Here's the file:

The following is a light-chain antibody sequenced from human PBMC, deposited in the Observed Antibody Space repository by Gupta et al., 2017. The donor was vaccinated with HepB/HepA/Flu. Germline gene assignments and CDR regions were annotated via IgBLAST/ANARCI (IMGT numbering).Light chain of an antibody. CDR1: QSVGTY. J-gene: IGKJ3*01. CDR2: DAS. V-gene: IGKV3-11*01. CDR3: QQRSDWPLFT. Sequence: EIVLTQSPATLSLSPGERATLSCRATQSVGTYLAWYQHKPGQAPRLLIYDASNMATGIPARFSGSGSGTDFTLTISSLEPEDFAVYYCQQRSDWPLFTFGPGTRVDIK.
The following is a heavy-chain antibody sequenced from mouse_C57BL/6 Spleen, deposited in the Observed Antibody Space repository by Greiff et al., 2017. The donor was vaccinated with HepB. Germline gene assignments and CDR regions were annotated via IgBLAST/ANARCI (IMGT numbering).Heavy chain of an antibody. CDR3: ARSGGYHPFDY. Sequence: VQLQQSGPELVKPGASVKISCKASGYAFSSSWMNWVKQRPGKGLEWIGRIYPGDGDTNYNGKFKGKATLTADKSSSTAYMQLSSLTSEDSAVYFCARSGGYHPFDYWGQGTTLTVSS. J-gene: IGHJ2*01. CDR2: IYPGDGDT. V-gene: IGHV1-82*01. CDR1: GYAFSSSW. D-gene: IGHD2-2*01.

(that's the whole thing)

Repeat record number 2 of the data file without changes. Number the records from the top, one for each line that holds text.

The following is a heavy-chain antibody sequenced from mouse_C57BL/6 Spleen, deposited in the Observed Antibody Space repository by Greiff et al., 2017. The donor was vaccinated with HepB. Germline gene assignments and CDR regions were annotated via IgBLAST/ANARCI (IMGT numbering).Heavy chain of an antibody. CDR3: ARSGGYHPFDY. Sequence: VQLQQSGPELVKPGASVKISCKASGYAFSSSWMNWVKQRPGKGLEWIGRIYPGDGDTNYNGKFKGKATLTADKSSSTAYMQLSSLTSEDSAVYFCARSGGYHPFDYWGQGTTLTVSS. J-gene: IGHJ2*01. CDR2: IYPGDGDT. V-gene: IGHV1-82*01. CDR1: GYAFSSSW. D-gene: IGHD2-2*01.